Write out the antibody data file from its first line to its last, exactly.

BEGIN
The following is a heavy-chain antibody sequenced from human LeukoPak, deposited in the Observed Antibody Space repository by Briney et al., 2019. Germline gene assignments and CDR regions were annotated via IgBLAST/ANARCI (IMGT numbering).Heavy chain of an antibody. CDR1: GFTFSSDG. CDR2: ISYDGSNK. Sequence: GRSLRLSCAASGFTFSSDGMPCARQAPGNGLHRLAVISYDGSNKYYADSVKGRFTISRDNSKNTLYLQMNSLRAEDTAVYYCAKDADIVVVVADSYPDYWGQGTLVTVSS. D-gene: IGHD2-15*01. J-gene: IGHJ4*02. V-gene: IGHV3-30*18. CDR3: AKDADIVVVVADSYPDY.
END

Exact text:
The following is a heavy-chain antibody sequenced from human LeukoPak, deposited in the Observed Antibody Space repository by Briney et al., 2019. Germline gene assignments and CDR regions were annotated via IgBLAST/ANARCI (IMGT numbering).Heavy chain of an antibody. CDR1: GFTFSSDG. CDR2: ISYDGSNK. Sequence: GRSLRLSCAASGFTFSSDGMPCARQAPGNGLHRLAVISYDGSNKYYADSVKGRFTISRDNSKNTLYLQMNSLRAEDTAVYYCAKDADIVVVVADSYPDYWGQGTLVTVSS. D-gene: IGHD2-15*01. J-gene: IGHJ4*02. V-gene: IGHV3-30*18. CDR3: AKDADIVVVVADSYPDY.